Power output and fatigue properties using spatially distributed sequential stimulation in a dynamic knee extension task

Power output and fatigue properties using spatially distributed sequential stimulation in a... Eur J Appl Physiol (2017) 117:1787–1798 DOI 10.1007/s00421-017-3675-0 ORIGINAL ARTICLE Power output and fatigue properties using spatially distributed sequential stimulation in a dynamic knee extension task 1,2 1,2 2 3 Marco Laubacher · Anil Efe Aksöz · Robert Riener · Stuart Binder‑Macleod · Kenneth J. Hunt Received: 5 December 2016 / Accepted: 28 June 2017 / Published online: 3 July 2017 © The Author(s) 2017. This article is an open access publication Abstract Results P was significantly higher for SDSS than mean Purpose The low power output and fatigue resistance dur- for SES in the final phase (9.9 ± 4.0 vs. 7.4 ± 4.3 W, ing functional electrical stimulation (FES) limits its use p = 0.035) and overall (11.5 ± 4.0 vs. 9.2 ± 4.5 W, for functional applications. The aim of this study was to p = 0.037). With SDSS, the reduction in P was signifi - mean compare the power output and fatigue properties of spa- cantly smaller compared to SES (from 14.9 to 9.9 vs. 14.6 tially distributed sequential stimulation (SDSS) against to 7.4 W, p = 0.024). The absolute mean pulse width was conventional single electrode stimulation (SES) in an substantially lower with SDSS (62.5 http://www.deepdyve.com/assets/images/DeepDyve-Logo-lg.png European Journal of Applied Physiology Springer Journals

Power output and fatigue properties using spatially distributed sequential stimulation in a dynamic knee extension task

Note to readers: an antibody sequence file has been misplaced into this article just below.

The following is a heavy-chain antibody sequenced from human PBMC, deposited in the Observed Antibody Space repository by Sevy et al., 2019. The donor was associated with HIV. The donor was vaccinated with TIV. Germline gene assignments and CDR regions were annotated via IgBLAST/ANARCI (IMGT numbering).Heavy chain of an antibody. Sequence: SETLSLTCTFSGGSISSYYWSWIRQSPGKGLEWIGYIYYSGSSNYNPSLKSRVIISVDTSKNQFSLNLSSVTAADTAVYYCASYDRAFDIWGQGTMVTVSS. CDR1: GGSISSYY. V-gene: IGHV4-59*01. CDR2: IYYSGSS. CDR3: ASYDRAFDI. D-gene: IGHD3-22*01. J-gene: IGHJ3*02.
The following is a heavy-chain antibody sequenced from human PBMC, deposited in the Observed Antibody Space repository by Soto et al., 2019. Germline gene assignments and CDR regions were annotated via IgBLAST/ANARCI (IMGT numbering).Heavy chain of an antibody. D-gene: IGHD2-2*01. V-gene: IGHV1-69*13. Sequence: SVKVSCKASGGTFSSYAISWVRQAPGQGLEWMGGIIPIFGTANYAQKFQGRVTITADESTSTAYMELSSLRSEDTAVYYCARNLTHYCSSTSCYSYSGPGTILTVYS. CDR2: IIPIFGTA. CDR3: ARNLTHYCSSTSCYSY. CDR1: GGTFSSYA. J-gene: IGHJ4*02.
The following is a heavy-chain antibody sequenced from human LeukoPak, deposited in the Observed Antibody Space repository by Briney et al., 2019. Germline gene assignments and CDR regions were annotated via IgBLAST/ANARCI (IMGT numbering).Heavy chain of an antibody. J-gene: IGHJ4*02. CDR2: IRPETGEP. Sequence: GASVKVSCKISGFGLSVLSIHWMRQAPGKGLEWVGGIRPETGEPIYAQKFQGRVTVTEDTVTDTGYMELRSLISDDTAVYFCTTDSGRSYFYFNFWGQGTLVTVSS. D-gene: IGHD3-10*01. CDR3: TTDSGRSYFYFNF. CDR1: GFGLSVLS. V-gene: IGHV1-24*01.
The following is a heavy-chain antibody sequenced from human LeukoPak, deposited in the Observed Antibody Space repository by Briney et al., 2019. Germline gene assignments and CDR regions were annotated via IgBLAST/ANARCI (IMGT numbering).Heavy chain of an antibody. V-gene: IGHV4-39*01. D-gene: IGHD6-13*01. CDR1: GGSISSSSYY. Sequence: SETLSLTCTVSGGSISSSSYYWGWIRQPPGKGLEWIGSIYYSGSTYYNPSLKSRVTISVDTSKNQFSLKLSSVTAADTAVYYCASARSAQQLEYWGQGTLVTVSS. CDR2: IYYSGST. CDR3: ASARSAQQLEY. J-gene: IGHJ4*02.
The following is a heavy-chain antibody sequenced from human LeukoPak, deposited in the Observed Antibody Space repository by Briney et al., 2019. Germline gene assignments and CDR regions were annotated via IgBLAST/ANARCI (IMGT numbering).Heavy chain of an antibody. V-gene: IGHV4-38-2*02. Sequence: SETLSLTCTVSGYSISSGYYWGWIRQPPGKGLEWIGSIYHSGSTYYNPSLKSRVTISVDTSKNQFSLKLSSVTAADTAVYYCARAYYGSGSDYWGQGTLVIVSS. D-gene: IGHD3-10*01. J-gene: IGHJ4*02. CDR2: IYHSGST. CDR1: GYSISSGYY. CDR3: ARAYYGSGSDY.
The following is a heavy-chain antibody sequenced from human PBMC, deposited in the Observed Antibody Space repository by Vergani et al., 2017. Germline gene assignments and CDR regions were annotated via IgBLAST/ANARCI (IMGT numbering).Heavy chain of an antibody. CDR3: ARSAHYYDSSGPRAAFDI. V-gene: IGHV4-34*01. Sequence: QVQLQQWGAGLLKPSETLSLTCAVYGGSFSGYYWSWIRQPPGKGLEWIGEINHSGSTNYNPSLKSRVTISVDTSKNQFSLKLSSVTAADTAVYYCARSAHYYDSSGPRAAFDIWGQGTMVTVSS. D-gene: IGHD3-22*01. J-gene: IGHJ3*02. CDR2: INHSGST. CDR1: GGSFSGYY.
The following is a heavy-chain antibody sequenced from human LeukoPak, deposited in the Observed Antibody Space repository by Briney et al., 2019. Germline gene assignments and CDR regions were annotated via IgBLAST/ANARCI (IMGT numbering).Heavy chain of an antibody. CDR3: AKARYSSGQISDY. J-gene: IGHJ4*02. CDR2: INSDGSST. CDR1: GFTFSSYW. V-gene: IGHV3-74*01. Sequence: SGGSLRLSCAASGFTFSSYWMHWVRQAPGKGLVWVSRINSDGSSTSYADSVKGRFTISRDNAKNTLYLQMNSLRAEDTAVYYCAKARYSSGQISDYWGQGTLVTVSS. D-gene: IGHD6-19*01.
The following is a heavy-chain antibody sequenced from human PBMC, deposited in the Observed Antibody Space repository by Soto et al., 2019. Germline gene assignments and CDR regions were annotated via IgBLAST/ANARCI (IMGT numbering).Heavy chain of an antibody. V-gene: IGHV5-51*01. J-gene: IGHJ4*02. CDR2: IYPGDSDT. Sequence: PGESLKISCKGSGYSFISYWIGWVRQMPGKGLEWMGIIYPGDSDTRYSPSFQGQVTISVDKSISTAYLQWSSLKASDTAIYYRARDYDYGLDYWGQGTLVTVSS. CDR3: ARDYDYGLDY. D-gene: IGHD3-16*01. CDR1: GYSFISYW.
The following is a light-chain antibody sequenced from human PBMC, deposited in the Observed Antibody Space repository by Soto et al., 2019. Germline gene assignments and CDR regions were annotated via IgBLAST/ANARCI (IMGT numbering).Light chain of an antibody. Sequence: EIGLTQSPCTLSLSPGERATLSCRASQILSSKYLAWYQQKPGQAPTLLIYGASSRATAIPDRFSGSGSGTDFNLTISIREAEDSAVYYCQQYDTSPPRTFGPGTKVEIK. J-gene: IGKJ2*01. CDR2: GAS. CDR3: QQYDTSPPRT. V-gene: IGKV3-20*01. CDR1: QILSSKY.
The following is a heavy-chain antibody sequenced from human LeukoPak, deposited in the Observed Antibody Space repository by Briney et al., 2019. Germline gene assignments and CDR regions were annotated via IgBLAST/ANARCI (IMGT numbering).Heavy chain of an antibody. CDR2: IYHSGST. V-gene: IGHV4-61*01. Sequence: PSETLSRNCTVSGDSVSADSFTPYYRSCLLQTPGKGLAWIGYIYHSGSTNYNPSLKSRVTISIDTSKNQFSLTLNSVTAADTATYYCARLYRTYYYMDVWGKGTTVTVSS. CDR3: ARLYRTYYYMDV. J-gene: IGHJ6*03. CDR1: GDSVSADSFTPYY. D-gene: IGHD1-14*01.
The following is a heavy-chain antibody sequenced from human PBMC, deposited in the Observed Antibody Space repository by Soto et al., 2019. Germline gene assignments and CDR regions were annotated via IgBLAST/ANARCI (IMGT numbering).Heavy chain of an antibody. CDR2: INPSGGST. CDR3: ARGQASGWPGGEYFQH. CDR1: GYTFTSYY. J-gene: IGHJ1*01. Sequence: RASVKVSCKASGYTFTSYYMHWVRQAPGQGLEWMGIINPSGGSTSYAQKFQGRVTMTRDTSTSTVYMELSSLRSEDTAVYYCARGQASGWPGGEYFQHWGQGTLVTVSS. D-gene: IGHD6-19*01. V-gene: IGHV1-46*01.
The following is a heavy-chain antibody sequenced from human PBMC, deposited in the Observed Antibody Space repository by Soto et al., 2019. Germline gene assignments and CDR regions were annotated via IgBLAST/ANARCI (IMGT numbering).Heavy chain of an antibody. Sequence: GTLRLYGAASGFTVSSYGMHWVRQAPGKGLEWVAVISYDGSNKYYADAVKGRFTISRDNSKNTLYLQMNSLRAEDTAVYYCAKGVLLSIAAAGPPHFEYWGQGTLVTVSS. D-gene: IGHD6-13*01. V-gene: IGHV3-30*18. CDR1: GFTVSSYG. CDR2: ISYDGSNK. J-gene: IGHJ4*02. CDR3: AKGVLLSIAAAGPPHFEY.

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Publisher
Springer Berlin Heidelberg
Copyright
Copyright © 2017 by The Author(s)
Subject
Biomedicine; Human Physiology; Occupational Medicine/Industrial Medicine; Sports Medicine
ISSN
1439-6319
eISSN
1439-6327
D.O.I.
10.1007/s00421-017-3675-0
Publisher site
See Article on Publisher Site

Abstract

Eur J Appl Physiol (2017) 117:1787–1798 DOI 10.1007/s00421-017-3675-0 ORIGINAL ARTICLE Power output and fatigue properties using spatially distributed sequential stimulation in a dynamic knee extension task 1,2 1,2 2 3 Marco Laubacher · Anil Efe Aksöz · Robert Riener · Stuart Binder‑Macleod · Kenneth J. Hunt Received: 5 December 2016 / Accepted: 28 June 2017 / Published online: 3 July 2017 © The Author(s) 2017. This article is an open access publication Abstract Results P was significantly higher for SDSS than mean Purpose The low power output and fatigue resistance dur- for SES in the final phase (9.9 ± 4.0 vs. 7.4 ± 4.3 W, ing functional electrical stimulation (FES) limits its use p = 0.035) and overall (11.5 ± 4.0 vs. 9.2 ± 4.5 W, for functional applications. The aim of this study was to p = 0.037). With SDSS, the reduction in P was signifi - mean compare the power output and fatigue properties of spa- cantly smaller compared to SES (from 14.9 to 9.9 vs. 14.6 tially distributed sequential stimulation (SDSS) against to 7.4 W, p = 0.024). The absolute mean pulse width was conventional single electrode stimulation (SES) in an substantially lower with SDSS (62.5

Journal

European Journal of Applied PhysiologySpringer Journals

Published: Jul 3, 2017

References

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